Staff photo/Tate Thomson
                                American camp.

Staff photo/Tate Thomson American camp.

What the federal shutdown means locally

The effects of federal agencies closed due to the partial government shutdown caused a wave of issues for those living in San Juan County. Border control agents have been working without pay, and other federal workers, like those who work for the National Park Service at American Camp and English Camp, have been unable to work.

Other locals may also find themselves impacted in unanticipated ways.

Health

Rep. Rick Larson’s community liaison Laura Gelwicks attended the San Juan County Council meeting on Jan. 15 to hear specific needs and concerns from the county, as well as provide a brief update on what Larson will be doing in Congress.

“He will be devoting 100 percent of his time toward working to reopen the government,” she told the council.

“Our department has not been impacted yet,” Mark Thompkins, director of Health and Community Services, told the council.

Funding for nutritional programs such as WIC, or Women Infants and Children, has already been dispersed and will last through the end of February or beginning of March. If the government shutdown lasts longer than that, close to 200 San Juan County citizens could be affected. The jobs of nurses, nutritionists and others that are funded through federal grants could also face issues.

To preempt a potential crisis, councilman Rick Hughes made a motion to work with Thompkins and analyze the exact programs and funding dollars in order to brainstorm how the county can step up and fill in any potential gaps.

Affordable housing

Homes for Islanders, a local affordable housing nonprofit, has to rely on its own money in order to keep its current construction projects on schedule. The group will be reimbursed by the United States Department of Agriculture according to Bill Gendron, a founding member, and Executive Director Justin Roche. They are hoping the shutdown does not last through March when funds could run out. Across the nation, many similar organizations dependent on USDA grants have had to temporarily close, so in comparison, they consider themselves lucky.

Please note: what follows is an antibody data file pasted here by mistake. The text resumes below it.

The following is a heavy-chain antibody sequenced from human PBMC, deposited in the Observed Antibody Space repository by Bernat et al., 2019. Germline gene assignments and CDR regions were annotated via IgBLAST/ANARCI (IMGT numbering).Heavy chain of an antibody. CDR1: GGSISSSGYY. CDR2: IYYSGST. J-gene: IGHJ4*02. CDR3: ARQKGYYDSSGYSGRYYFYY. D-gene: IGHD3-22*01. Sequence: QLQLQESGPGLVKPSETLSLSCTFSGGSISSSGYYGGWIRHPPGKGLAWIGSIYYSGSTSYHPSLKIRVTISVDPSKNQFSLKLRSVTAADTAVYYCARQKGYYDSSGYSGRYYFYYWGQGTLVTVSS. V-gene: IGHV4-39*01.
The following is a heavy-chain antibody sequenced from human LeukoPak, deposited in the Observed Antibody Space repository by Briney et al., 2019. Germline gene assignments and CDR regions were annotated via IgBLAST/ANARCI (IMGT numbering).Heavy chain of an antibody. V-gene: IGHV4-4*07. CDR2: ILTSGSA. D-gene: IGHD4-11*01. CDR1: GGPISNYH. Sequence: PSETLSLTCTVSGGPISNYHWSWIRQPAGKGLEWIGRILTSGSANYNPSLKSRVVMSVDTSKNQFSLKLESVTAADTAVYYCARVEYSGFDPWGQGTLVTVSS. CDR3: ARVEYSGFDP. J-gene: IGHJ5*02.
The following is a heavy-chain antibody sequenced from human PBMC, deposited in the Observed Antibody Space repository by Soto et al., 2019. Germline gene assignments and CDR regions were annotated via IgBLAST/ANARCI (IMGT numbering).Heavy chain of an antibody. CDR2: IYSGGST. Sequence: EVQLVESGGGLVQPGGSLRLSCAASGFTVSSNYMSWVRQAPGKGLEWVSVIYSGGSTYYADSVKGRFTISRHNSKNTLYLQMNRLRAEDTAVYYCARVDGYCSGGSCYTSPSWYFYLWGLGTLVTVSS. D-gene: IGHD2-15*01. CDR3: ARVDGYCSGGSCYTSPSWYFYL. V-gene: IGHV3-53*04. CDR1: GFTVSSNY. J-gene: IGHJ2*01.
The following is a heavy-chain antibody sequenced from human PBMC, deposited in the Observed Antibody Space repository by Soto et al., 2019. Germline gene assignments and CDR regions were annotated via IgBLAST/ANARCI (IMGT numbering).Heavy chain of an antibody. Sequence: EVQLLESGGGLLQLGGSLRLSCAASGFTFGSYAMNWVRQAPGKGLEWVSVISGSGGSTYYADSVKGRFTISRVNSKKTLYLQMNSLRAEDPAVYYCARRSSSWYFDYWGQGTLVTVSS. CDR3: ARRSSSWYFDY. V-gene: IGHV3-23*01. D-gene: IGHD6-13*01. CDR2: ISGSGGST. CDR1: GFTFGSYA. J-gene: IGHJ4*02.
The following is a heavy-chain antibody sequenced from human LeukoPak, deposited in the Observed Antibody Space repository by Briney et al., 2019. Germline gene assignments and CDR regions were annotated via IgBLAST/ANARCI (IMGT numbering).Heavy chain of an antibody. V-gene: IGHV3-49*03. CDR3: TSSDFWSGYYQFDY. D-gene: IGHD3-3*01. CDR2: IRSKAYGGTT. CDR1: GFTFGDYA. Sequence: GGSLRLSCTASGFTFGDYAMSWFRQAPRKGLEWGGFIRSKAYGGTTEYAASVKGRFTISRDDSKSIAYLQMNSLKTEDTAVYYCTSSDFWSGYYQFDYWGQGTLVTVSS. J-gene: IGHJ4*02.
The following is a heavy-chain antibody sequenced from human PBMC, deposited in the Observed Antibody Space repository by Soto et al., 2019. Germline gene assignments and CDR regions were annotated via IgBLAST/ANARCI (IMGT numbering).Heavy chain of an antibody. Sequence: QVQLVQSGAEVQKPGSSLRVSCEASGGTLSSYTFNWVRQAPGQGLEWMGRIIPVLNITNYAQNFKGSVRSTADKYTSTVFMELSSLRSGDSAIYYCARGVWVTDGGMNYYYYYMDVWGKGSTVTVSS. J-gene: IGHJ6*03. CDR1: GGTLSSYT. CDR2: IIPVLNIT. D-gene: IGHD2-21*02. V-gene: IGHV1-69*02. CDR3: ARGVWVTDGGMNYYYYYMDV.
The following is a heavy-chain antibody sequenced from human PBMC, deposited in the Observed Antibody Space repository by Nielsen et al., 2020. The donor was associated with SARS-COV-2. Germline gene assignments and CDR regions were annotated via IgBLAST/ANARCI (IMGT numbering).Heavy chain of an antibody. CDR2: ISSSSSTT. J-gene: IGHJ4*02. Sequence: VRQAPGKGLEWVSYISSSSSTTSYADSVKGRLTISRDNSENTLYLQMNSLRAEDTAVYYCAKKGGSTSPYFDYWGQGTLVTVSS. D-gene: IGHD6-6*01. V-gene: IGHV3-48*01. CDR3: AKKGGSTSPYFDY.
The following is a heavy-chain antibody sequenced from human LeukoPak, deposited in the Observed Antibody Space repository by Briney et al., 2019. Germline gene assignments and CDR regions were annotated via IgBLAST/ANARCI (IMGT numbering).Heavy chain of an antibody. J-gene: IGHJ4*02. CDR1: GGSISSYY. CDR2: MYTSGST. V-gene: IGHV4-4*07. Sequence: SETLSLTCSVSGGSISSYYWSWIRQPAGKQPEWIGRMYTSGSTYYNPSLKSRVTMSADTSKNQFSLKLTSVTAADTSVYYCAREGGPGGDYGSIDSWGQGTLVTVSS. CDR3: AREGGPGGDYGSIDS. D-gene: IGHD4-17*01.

Loans for islanders applying to buy homes through the Home Trust have been delayed while the USDA is shut down, said Executive Director David Gow.

“Our prospective buyers with pending mortgages applications are in limbo. So long as the government is shut down, funds we had been expecting will not be available for our construction program, or operations,” he said.

National Parks and Federal lands

The county announced it will help transfer garbage from American Camp to English Camp, which is the central collection site for San Juan Sanitation. The time and cost to the county have yet to be determined.

So far, volunteers have quietly been doing this all on their own, Mike Thomas, San Juan County manager, told the council on Jan. 14. Stories about national parks being trashed during the shutdown have not, as of yet, been the case at the San Juan Islands National Monument.

Kendra Smith, environmental resource manager at San Juan County Public Works, requested to the Journal that people remain diligent about packing out their trash, including cleaning up after your dog.

Due to National Oceanic and Atmospheric Administration being closed, the nonprofit organization Wolf Hollow, a wildlife rehabilitation center, is anxiously awaiting grant money for a digital X-ray machine. While not critical, the machine does not use chemicals, is faster and less stressful on the animals, and it will also take up less space, according to Executive Director Chanda Stone.

“We are nowhere near as affected as people who are not getting a paycheck,” she clarified.

The Whale Museum’s Soundwatch Program has also been slightly affected.

“Soundwatch is supported by federal grants and contracts that come through NOAA,” Taylor Shedd, Soundwatch coordinator, explained. “During the shutdown, we can not bill out for services or items, and the government isn’t a fan of reimbursing people, so we are in a funny spot.”

Shedd added that the program has utilized other resources and is still fully functioning. Soundwatch will still be dispersing Be Whale Wise guidelines at the Seattle Boat Show Jan. 25, as it has for years.

“I know our colleagues at NOAA want nothing more than to go back to work and do their job that they love, and makes our country great,” he said.